When Taxpayers Pay People to Rebuild in Harm's Way
As Coasts Rebuild, the US Pays for Future Catastrophes
Do good citizens subsidize speculators? Or give to disaster charities? This 2012 article is from The New York Times, Nov 18. Its subsequent commentary is of Nov 26 by Steve Ellis (VP of Taxpayers for Common Sense).
by Justin Gillis & Felicity BarringerAcross the nation, tens of billions of tax dollars have been spent on subsidizing coastal reconstruction in the aftermath of storms, usually with little consideration of whether it actually makes sense to keep rebuilding in disaster-prone areas.
Tax money goes toward putting things back as they were, essentially duplicating the vulnerability that existed before the hurricane.
At least $80 million, adjusted for inflation, has gone into patching up one island since 1979 — more than $60,000 for every permanent resident.
That does not include payments of $72 million to homeowners from the highly subsidized federal flood insurance program.
Lately, scientists, budget-conscious lawmakers and advocacy groups across the political spectrum have argued that these subsidies waste money, put lives at risk, and make no sense in an era of changing climate and rising seas.
A coalition in Washington called SmarterSafer.org, made up of environmentalists, libertarians and budget watchdogs, contends that the subsidies have essentially become a destructive, unaffordable entitlement.
“The best thing that could possibly come out of Sandy is if the political establishment was willing to say, ‘Let’s have a conversation about how we do this differently the next time,’ ” said Dr. Young, a coastal geologist who directs the Program for the Study of Developed Shorelines at Western Carolina University.
Earlier this year, Congress passed changes to the federal flood insurance program that are supposed to raise historically low premiums and reduce homeowner incentives for rebuilding in the most hazardous areas.
Subsidies from the Stafford Act kick in when the president declares a federal disaster. In the same way flood insurance shields families from the financial consequences of rebuilding in risky areas, the Stafford Act shields local and state governments from the full implications of their decisions on land use.
In many other beachfront communities, the federal subsidies have helped people replace small beach shacks with larger, more valuable homes.
If private property owners want to assume the risks, that’s one thing. But if we find that we as taxpayers are assuming that risk without benefit, then we need to rethink that.
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The government can help residents and property owners to become less vulnerable. To do that we have to spend and invest wisely, and most of all, not subsidize living in harm’s way. Sometimes the best investment for governments and property owners is to move, not to rebuild.
We have to re-examine our subsidy systems that encourage high-risk development:
• The subsidized federal flood insurance program is more than $17 billion in debt, and its rates do not reflect the true risk.
• Federal storm protection efforts spend hundreds of millions of dollars pumping sand onto beaches, from which it erodes away every few years.
• Waivers of state and local cost-sharing of disaster funds remove “skin in the game” incentives to reduce future costs, spend wisely and quickly.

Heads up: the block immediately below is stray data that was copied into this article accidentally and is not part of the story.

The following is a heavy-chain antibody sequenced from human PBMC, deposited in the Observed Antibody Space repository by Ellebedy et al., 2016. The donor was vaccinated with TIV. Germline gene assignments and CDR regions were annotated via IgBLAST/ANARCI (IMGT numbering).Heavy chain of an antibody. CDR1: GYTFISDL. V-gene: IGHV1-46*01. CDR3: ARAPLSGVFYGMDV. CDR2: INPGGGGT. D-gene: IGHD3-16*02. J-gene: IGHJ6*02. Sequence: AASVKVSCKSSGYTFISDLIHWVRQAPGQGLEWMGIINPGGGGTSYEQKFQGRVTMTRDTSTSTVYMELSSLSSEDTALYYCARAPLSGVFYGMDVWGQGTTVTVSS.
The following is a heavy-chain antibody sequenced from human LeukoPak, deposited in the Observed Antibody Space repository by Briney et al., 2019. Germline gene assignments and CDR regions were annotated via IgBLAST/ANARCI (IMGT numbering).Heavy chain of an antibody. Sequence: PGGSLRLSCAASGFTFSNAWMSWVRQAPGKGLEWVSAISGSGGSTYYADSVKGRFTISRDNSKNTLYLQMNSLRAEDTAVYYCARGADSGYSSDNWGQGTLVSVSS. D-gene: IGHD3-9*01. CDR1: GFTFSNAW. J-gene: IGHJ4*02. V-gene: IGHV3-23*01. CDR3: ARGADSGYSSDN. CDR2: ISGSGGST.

With sea level rise and predictions of more and more intense storms, the long-term solution is moving out of harm’s way, and the taxpayer’s job is to help that move, not inhibit it.
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JJS: Behind the pretty face of helping unlucky families in an emergency is the reality. This subsidy, like most of them, go to landowners, developers, and bankers. Just about all government spending pumps up location values or, as in the case of coastal sites, keeps them high.
If helping landowners after one big disaster is right, what about helping non-owners, like the poor in New Orleans after Katrina? And what about helping anyone after a long series of small misfortunes? People on the coast get to enjoy the shore and rebuild at everyone else’s expense. Meanwhile, many other taxpayers must live in dull sprawl and endure one little setback after another. Why not help them out, too?
This particular subsidy -- bailing out storm victims -- shows what’s wrong with subsidies in general. They alter prices; here, they under-price insurance and over-price ocean-front lots. They’re expensive -- not just the outlay but the bureaucracy, too. They’re unfair, benefiting some while costing others. And they’re addictive, reinforcing the hierarchy of state over citizen.
Plus, subsidies are not even needed, ever. Instead, government could recover all the value of land and other natural resources and share that out. Individuals could use their share to give to outfits like the Red Cross or to rebuild after a disaster or live cheaply where it’s safer. Moving away would also benefit the environment, which in many places should’ve been left pristine anyway.
If government did recover all of a society’s spending for sites and resources, it’d have no excuse to tax earnings, buildings, and purchases. Then citizens, once out from under taxes yet receiving a dividend, could more easily afford to build on stilts in low-lying areas and afford full-cost insurance if they wanted to live in risky places. So government is not needed to be a lavish spender; all it’s needed to do is to defend rights, such as our right to a share of Earth’s worth.
Editor Jeffery J. Smith runs the Forum on Geonomics and helped prepare a course for the UN on geonomics. To take the “Land Rights” course, click here .
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